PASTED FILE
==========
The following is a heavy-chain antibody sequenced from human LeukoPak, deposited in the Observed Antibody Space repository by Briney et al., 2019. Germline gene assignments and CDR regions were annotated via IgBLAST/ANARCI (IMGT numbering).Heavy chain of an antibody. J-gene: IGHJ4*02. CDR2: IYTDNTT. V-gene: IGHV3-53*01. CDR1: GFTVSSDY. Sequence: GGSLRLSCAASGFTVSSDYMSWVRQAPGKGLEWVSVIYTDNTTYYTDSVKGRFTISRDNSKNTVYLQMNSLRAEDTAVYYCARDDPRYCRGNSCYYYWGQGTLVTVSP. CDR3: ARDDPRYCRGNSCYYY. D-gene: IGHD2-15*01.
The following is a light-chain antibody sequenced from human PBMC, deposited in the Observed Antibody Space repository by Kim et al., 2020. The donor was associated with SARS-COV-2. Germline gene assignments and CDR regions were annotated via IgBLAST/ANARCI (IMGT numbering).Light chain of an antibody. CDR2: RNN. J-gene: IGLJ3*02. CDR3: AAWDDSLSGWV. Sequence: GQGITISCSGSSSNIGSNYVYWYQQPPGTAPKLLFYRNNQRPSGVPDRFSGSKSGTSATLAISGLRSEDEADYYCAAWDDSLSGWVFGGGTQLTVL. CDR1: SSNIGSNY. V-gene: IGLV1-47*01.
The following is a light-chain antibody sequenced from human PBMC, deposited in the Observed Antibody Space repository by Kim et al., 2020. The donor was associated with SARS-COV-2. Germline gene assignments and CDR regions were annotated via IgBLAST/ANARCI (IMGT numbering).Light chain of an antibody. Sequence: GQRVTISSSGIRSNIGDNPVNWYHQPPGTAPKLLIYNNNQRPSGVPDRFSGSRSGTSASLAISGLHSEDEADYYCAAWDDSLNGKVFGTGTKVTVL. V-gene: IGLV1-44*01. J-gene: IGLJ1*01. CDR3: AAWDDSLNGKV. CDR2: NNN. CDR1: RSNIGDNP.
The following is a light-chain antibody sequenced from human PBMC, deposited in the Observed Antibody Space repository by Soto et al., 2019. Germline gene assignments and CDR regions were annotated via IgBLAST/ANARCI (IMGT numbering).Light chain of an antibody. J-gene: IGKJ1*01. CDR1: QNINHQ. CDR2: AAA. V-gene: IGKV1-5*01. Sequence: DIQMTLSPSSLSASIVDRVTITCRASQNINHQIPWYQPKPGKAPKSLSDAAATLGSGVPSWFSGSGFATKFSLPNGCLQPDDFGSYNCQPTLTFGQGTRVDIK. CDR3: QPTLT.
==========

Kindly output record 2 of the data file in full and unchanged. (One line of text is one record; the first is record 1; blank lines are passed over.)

The following is a light-chain antibody sequenced from human PBMC, deposited in the Observed Antibody Space repository by Kim et al., 2020. The donor was associated with SARS-COV-2. Germline gene assignments and CDR regions were annotated via IgBLAST/ANARCI (IMGT numbering).Light chain of an antibody. CDR2: RNN. J-gene: IGLJ3*02. CDR3: AAWDDSLSGWV. Sequence: GQGITISCSGSSSNIGSNYVYWYQQPPGTAPKLLFYRNNQRPSGVPDRFSGSKSGTSATLAISGLRSEDEADYYCAAWDDSLSGWVFGGGTQLTVL. CDR1: SSNIGSNY. V-gene: IGLV1-47*01.